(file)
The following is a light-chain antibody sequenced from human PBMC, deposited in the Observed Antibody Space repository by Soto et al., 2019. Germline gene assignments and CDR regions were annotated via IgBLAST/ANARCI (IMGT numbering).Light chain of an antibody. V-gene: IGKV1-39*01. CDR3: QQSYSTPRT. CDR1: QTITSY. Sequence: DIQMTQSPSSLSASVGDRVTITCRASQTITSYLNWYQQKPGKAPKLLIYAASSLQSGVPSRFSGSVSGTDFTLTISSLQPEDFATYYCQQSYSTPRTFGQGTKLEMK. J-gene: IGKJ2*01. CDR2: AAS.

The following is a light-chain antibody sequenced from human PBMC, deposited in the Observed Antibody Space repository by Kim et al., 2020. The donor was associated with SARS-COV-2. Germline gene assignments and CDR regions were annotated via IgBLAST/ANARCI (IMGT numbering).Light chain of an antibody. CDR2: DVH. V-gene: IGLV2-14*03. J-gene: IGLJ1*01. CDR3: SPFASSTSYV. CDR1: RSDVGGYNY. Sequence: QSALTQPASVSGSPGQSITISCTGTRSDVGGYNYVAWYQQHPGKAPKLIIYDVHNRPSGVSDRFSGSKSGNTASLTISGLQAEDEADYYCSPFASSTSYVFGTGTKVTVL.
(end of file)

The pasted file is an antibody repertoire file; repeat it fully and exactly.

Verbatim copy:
The following is a light-chain antibody sequenced from human PBMC, deposited in the Observed Antibody Space repository by Soto et al., 2019. Germline gene assignments and CDR regions were annotated via IgBLAST/ANARCI (IMGT numbering).Light chain of an antibody. V-gene: IGKV1-39*01. CDR3: QQSYSTPRT. CDR1: QTITSY. Sequence: DIQMTQSPSSLSASVGDRVTITCRASQTITSYLNWYQQKPGKAPKLLIYAASSLQSGVPSRFSGSVSGTDFTLTISSLQPEDFATYYCQQSYSTPRTFGQGTKLEMK. J-gene: IGKJ2*01. CDR2: AAS.

The following is a light-chain antibody sequenced from human PBMC, deposited in the Observed Antibody Space repository by Kim et al., 2020. The donor was associated with SARS-COV-2. Germline gene assignments and CDR regions were annotated via IgBLAST/ANARCI (IMGT numbering).Light chain of an antibody. CDR2: DVH. V-gene: IGLV2-14*03. J-gene: IGLJ1*01. CDR3: SPFASSTSYV. CDR1: RSDVGGYNY. Sequence: QSALTQPASVSGSPGQSITISCTGTRSDVGGYNYVAWYQQHPGKAPKLIIYDVHNRPSGVSDRFSGSKSGNTASLTISGLQAEDEADYYCSPFASSTSYVFGTGTKVTVL.